Overnight Paddling Trips on the Pine River
We are often asked whether or not overnight paddling trips are allowed on the Pine River. The answer is yes! We help many people paddle multi-day trips on the Pine. In this blog post, I wanted to cover a few basic questions and concerns that most people have when planning their canoe camping trip on the Pine River.
We service the portion of the Pine River from Briar Patch Access Site to Low Bridge Access Site. This is about 12.5 hours of in-the-boat leisurely paddling time, not including stops. If you stop to eat lunch, take some pictures, look for Petoskey stones, etc - that is all going to add on top of the 12.5 hours of paddling time.
Most people take 2 nights and 3 days to paddle the whole river. But again, this is dependent on how much you want to stop, how early you want to get paddling in the morning, how early you want to set up camp, and what time of day you want to start and end your trip. There are lots of variables at play. If you only want to go for 1 night and 2 days, no problem! The multiple access sites along the Pine make is easy to customize the length of trip to your needs.
Some people choose to target campgrounds along the river at which to stay, while others choose to camp along the side of the river. Dispersed camping is allowed, with some stipulations. If you are in the state owned portion of the river (between Briar Patch and Lincoln), you can camp alongside the river as long as you hike 200’ off of the bank. If you are setting up camp in the US Forest Service Corridor (between Lincoln and Low Bridge), you must hike a quarter mile off of the river bank in order to legally set up camp. Having the option to disperse camp allows you more flexibility if your timeline isn’t going to line up with the campgrounds along the river. There is one section of the river, though, where you absolutely cannot set-up camp due to it being all private land. This is the Ne-Bo-Shone, located between Meadowbrook and Walker on the map. You will want to plan to paddle all the way through that section before setting up camp. Besides that, the private property on the Pine is few and far between, and it’s easy to spot by the presence of a cabin. Obviously, respect private property and never trespass.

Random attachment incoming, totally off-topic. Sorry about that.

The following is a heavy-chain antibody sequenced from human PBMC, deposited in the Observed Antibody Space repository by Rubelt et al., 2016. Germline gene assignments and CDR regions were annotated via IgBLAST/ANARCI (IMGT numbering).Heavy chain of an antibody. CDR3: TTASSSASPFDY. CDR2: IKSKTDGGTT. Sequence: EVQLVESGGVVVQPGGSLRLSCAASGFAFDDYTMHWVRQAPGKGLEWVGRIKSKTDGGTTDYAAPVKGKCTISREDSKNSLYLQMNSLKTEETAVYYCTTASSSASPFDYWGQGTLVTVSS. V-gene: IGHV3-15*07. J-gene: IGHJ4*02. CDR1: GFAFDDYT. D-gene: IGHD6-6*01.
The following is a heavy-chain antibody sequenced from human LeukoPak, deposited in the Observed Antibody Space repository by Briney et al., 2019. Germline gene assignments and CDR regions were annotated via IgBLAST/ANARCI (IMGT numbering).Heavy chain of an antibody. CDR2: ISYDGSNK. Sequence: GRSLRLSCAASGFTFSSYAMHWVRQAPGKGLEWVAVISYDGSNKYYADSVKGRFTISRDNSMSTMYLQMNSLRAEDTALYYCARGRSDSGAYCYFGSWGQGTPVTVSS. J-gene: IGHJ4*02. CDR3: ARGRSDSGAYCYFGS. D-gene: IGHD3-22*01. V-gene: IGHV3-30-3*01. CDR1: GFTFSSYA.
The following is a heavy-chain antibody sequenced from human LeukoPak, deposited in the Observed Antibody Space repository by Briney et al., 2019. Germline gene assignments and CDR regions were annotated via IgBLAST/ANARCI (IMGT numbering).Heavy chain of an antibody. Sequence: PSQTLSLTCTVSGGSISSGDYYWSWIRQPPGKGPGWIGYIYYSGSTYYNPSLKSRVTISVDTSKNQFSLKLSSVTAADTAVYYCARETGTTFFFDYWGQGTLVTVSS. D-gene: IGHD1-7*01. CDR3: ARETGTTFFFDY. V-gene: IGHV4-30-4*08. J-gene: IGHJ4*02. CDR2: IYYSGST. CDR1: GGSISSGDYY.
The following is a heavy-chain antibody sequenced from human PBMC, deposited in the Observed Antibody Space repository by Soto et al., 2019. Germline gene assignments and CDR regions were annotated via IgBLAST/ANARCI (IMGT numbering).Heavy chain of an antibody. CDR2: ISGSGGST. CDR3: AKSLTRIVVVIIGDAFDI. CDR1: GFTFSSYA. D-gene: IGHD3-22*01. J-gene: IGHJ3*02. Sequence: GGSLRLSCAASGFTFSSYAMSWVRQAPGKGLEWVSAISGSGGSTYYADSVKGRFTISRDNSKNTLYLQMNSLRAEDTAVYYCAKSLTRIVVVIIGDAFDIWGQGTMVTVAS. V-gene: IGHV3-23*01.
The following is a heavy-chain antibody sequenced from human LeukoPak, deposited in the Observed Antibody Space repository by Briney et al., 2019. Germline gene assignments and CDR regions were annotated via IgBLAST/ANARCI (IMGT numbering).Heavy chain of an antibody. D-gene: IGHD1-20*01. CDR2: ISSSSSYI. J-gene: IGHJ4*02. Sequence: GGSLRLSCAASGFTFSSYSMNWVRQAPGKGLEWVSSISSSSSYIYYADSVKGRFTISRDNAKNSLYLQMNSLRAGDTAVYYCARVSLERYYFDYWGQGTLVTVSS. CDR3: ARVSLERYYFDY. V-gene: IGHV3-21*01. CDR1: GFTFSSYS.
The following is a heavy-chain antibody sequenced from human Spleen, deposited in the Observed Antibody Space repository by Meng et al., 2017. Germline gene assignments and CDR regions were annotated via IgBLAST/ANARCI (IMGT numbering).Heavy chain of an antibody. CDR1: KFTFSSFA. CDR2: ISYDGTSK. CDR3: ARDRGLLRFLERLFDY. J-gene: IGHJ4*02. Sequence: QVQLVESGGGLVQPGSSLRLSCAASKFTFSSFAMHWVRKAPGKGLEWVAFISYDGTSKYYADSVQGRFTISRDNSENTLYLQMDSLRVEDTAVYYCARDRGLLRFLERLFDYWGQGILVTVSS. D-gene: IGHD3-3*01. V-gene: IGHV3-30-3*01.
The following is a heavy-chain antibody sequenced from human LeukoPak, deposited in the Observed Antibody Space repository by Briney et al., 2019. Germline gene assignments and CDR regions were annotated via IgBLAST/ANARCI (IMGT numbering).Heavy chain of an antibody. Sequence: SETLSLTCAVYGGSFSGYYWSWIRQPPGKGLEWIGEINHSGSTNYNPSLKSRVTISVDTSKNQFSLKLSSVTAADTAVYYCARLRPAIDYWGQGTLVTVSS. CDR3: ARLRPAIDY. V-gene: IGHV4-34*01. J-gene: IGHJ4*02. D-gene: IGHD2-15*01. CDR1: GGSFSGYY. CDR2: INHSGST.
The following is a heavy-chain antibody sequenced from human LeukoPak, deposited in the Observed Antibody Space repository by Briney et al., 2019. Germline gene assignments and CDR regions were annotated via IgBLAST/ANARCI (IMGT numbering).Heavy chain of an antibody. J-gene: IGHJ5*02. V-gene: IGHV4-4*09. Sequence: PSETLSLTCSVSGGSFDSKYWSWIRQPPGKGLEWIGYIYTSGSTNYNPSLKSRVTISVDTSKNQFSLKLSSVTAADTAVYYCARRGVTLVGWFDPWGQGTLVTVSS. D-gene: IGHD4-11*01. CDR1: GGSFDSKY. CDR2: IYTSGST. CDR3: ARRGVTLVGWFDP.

If you would rather target campgrounds, there are three public campgrounds alongside the river and one private. The public campgrounds are nicely spaced for facilitating a 2 night, 3 day paddle. I usually suggest paddling from Briar Patch to Silver Creek Campground (approximately 4.25 hours of in-the-boat paddle time) for your first day, then from Silver Creek Campground to Peterson Bridge Campground on your second day (approximately 5.5 hours). This leaves a shorter paddle from Peterson Bridge Campground to Low Bridge Access Site for your last day (about 3 hours).
Whether you choose to target campgrounds, or practice dispersed camping along the river, we are big proponents of Leave No Trace. You can find more about this practice here: https://lnt.org/why/7-principles/.
Our customers take either canoes, kayaks, and sometimes even rafts, for multi-day trips down the river. Canoes are obviously a bit easier to stash gear than kayaks, but some folks make kayaks work as well. If renting kayaks, we will put you in a larger kayak than needed, to account for the space and weight of the gear. Whatever craft you take, be sure to bring plenty of dry bags to keep your camping gear nice and dry. If you are in need of dry bags, we offer a selection of various sizes in our store. Also, you’ll want to make sure that you have some rope to secure everything to your craft. Not only is your camping gear rendered useless if it floats away on you, but it also litters the Pine - neither are good scenarios!
Canoe camping is a beautiful way to experience the Pine - letting the sound of the river help you drift off at night, and waking up to its invigorating scent the next morning. The Pine is a constant source of rejuvenation - experience its true magic with your next overnight trip.